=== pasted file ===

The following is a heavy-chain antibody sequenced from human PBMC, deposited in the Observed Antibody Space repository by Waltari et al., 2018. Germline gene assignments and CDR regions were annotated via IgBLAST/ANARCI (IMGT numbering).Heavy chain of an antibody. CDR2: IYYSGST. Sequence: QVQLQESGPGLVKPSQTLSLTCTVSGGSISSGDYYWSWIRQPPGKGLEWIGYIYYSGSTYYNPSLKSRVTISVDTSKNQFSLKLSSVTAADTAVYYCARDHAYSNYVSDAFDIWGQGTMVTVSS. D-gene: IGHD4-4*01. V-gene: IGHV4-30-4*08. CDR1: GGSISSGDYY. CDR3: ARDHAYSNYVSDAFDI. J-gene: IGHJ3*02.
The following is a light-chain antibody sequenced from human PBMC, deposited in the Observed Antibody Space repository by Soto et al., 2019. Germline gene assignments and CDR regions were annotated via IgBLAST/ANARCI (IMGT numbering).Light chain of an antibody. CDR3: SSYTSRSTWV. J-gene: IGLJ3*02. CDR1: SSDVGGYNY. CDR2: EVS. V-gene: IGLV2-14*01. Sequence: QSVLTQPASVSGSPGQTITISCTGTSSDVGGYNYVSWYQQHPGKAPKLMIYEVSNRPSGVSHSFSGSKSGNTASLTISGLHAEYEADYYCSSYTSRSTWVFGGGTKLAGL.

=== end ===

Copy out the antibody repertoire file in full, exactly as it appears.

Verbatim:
The following is a heavy-chain antibody sequenced from human PBMC, deposited in the Observed Antibody Space repository by Waltari et al., 2018. Germline gene assignments and CDR regions were annotated via IgBLAST/ANARCI (IMGT numbering).Heavy chain of an antibody. CDR2: IYYSGST. Sequence: QVQLQESGPGLVKPSQTLSLTCTVSGGSISSGDYYWSWIRQPPGKGLEWIGYIYYSGSTYYNPSLKSRVTISVDTSKNQFSLKLSSVTAADTAVYYCARDHAYSNYVSDAFDIWGQGTMVTVSS. D-gene: IGHD4-4*01. V-gene: IGHV4-30-4*08. CDR1: GGSISSGDYY. CDR3: ARDHAYSNYVSDAFDI. J-gene: IGHJ3*02.
The following is a light-chain antibody sequenced from human PBMC, deposited in the Observed Antibody Space repository by Soto et al., 2019. Germline gene assignments and CDR regions were annotated via IgBLAST/ANARCI (IMGT numbering).Light chain of an antibody. CDR3: SSYTSRSTWV. J-gene: IGLJ3*02. CDR1: SSDVGGYNY. CDR2: EVS. V-gene: IGLV2-14*01. Sequence: QSVLTQPASVSGSPGQTITISCTGTSSDVGGYNYVSWYQQHPGKAPKLMIYEVSNRPSGVSHSFSGSKSGNTASLTISGLHAEYEADYYCSSYTSRSTWVFGGGTKLAGL.